The influenza pandemic of 1918–20 was the most devastating in human history, killing anywhere between 25 million and 50 million people worldwide. It began in the closing years of World War I and ended up killing more people than the war. The total number is uncertain because many parts of the world didn’t keep adequate records back then.
The current coronavirus pandemic has brought renewed attention to the flu pandemic. One key difference was that while the flu preferentially targeted young, healthy people, COVID-19 seems to be more deadly to older people and those with compromised immune systems or pre-existing conditions.
To combat the flu pandemic, public authorities in 1918 urged mask-wearing and quarantining. Some localities made wearing masks mandatory. Some even threatened fines or jail times for non-mask wearers.
That idea proved as controversial then as it is today. An “anti-mask league” formed in San Francisco, packing 2,000 people into a civic hall for its first meeting. Among its attendees were some public officials who disagreed with the mask-wearing mandate.
As officials today debate whether and how to reopen their schools and economies, the flood of information can seem overwhelming. Some of it seems contradictory. As our knowledge of the virus changes, so do the recommendations of health experts. There’s a lot they still don’t know. (It also doesn’t help when decisions are affected by politics rather than science.)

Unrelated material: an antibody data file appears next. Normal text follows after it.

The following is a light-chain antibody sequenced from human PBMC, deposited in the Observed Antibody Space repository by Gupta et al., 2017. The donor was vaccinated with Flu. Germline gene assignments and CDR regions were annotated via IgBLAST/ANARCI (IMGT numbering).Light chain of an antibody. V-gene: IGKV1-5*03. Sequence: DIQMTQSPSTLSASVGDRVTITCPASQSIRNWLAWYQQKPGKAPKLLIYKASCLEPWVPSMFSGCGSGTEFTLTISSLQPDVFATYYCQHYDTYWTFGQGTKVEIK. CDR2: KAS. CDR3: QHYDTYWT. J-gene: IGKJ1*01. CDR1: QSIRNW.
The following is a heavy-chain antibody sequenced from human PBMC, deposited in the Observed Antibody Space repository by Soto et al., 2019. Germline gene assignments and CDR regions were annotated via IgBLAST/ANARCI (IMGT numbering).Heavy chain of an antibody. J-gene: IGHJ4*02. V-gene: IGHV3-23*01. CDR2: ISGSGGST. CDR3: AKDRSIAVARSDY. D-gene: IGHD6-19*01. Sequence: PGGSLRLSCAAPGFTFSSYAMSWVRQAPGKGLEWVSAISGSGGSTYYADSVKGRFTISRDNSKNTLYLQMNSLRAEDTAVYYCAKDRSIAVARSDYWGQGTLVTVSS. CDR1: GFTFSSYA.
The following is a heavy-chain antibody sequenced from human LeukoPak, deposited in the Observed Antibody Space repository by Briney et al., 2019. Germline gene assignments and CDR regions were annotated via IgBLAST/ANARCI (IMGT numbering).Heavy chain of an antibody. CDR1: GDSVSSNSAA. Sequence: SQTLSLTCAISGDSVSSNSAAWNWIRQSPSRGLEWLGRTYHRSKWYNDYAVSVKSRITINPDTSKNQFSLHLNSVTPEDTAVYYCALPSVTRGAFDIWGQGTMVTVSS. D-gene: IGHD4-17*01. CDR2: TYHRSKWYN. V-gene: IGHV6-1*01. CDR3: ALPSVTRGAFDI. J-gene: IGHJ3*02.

In this issue, you can read of a workplace consultant’s presentation to members of the American Waterways Operators on strategies to overcome resistance to preventive measures. Attendees acknowledge varying levels of compliance in their operations. The consultant acknowledges all the reasons why people might resist, as they did in 1919. Human beings are naturally independent and do not like to be told what to do. Masks can be uncomfortable. The experts sometimes contradict themselves. What’s right for one section of the country may not be right for another. And of course, people just get tired and fed up.
What we do know for sure is that this is a serious disease that has the potential to kill or to cause lifelong complications among a subset of those infected. It now appears that millions of people can be infected and show no symptoms, while others can have dire consequences for reasons we don’t fully understand yet. Some victims have neurological issues, others have metabolic changes, and organ damage has been found in some. Those complications so far have occurred among a small minority, but surely none would want a vulnerable older family member to have to face these.
If the waterways industry seems to have (so far) had a better record fighting COVID-19 than some shore industries, it is surely because of the unique nature of our industry. Boat crews work in close quarters. Mariners form a strong “work tribe” with shared values. They are proud of being essential workers playing a key role in keeping the economy moving during this crisis. Even before COVID-19 hit, they have had to be safety-conscious all day, every day.
These are all excellent reasons to keep wearing masks, sterilizing surfaces and enacting other protective measures as necessary.